Mitsubishi Motors snagged 1st and 2nd place in qualifying in the Electric DivisionGreg Tracy clocked the quickest time in the Electric Division with a time of 3:56.287, while Hiroshi Masuoka posted a run of 3:57.777.

Here's the results of the electric car class:
  • 1st, GREG TRACY, MIEV Evolution II, 3:56.287
  • 2nd, HIROSHI MASUOKA, MIEV Evolution II, 3:59.777
  • 3rd, NUBOHIRO TAJIMA, Pikes Peak Special, 3:58.189
  • 4th, ROD MILLEN, Toyota TMG EV P002, 4:04.331
  • 5th, JANIS HORELIKS, PP01, 4:19.488
  • 6th, IKUO HANAWA, HER-02, 4:46.789
  • 7th, ROY RICHARDS, Fit-EV, 5:29.430
It means that Monster Tajima took 3rd, Toyota took 4th, and the Latvian team took 5th.

Toyota posted this writeup with some discussion by Rod Millen.

Rod Millen: “It was good. We’re gaining more and more speed every time we run it -- the combination of me getting more and more comfortable in it and the team extracting a little more speed out of it. Unfortunately, our competitors are doing the same. We feel comfortable. We’ve got a nice balanced package here. We feel comfortable in terms of our race package.”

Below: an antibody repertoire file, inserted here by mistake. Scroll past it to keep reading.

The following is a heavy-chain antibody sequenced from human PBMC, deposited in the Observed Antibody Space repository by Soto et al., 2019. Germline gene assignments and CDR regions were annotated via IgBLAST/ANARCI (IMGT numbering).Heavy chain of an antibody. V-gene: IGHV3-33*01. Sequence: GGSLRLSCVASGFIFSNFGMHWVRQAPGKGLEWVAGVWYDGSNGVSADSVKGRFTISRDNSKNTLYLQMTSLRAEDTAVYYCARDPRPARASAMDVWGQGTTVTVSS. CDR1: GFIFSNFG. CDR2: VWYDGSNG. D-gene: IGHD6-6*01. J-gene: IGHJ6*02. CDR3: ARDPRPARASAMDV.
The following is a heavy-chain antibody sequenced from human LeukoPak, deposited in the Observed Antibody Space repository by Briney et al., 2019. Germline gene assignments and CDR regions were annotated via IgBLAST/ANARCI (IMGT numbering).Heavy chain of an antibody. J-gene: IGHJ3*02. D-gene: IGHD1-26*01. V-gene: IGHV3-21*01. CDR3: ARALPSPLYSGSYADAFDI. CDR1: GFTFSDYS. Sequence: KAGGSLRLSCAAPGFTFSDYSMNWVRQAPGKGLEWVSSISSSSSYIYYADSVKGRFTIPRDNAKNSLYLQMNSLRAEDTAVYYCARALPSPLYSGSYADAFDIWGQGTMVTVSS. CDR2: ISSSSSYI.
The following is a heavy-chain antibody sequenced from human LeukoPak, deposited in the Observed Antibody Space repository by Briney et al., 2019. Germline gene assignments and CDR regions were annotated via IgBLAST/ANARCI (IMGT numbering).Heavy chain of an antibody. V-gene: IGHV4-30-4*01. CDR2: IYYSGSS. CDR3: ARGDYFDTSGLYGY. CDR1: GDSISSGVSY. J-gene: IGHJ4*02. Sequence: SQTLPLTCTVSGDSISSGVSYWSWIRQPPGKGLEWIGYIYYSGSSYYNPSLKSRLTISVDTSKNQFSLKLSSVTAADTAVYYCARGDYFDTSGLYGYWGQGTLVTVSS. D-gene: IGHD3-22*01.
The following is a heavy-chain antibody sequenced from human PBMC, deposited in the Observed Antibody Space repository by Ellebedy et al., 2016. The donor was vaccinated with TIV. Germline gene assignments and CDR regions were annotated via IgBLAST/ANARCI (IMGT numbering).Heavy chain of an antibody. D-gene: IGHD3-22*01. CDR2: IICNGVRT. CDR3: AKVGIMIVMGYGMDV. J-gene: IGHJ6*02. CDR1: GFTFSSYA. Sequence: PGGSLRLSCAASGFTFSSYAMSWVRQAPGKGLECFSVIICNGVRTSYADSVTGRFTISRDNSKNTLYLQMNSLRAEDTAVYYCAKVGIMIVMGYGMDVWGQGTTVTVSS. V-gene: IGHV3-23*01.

Rod Millen: “It’s not so much the starting position -- it’s more knowing what the vehicle is going to be like throughout that whole duration of that qualifying run. It’s a combination of very fast at the bottom and then we start to get into some of the switchbacks. Knowing what the car is going to handle like and what the balance is going to be like is really important in qualifying.”

Rod Millen: “Tomorrow, we’ll be working on the middle section of the mountain and we’re going to apply a couple lessons we learned today to try to make some improvements. Then I think we’ll have a race-ready package.”

Rod Millen: “It will be a lot warmer. We will have to make some decisions on tire compounds and so on of what we will do come race day. It really is a balancing act. Perhaps more so that we’re testing in the early hours of the morning -- the temperatures are much, much cooler. We’re going to have to use experience to help us make some decisions for race day when the temperatures are a lot hotter.”
The Toyota team is using a DC Fast Charger to get more track time, as they wrote up a couple weeks ago.  However, their plans almost hit disaster when the fast charger was destroyed in a car accident while being driven to Pikes Peak.  They had to ship in a replacement fast charger from Germany.

EV West posted on Facebook that they're "bummed" about not racing Pikes Peak this year.  Instead, they'll be at the REFUEL event at Laguna Seca this weekend.  That's a curious choice because while the REFUEL event is excellent, it's nowhere near the prestige of Pikes Peak.

Lightning Motorcycles takes pole at Pikes Peak, on track to win outright